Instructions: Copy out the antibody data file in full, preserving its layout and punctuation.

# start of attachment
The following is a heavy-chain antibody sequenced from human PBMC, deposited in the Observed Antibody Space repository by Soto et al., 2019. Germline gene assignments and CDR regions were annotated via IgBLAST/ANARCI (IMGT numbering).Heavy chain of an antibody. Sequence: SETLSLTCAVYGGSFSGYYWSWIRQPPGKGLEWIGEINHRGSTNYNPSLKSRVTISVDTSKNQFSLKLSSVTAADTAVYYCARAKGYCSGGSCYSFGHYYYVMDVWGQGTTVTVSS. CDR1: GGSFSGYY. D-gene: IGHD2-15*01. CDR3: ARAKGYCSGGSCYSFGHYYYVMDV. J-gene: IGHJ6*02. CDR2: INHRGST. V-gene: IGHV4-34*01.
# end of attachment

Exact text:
The following is a heavy-chain antibody sequenced from human PBMC, deposited in the Observed Antibody Space repository by Soto et al., 2019. Germline gene assignments and CDR regions were annotated via IgBLAST/ANARCI (IMGT numbering).Heavy chain of an antibody. Sequence: SETLSLTCAVYGGSFSGYYWSWIRQPPGKGLEWIGEINHRGSTNYNPSLKSRVTISVDTSKNQFSLKLSSVTAADTAVYYCARAKGYCSGGSCYSFGHYYYVMDVWGQGTTVTVSS. CDR1: GGSFSGYY. D-gene: IGHD2-15*01. CDR3: ARAKGYCSGGSCYSFGHYYYVMDV. J-gene: IGHJ6*02. CDR2: INHRGST. V-gene: IGHV4-34*01.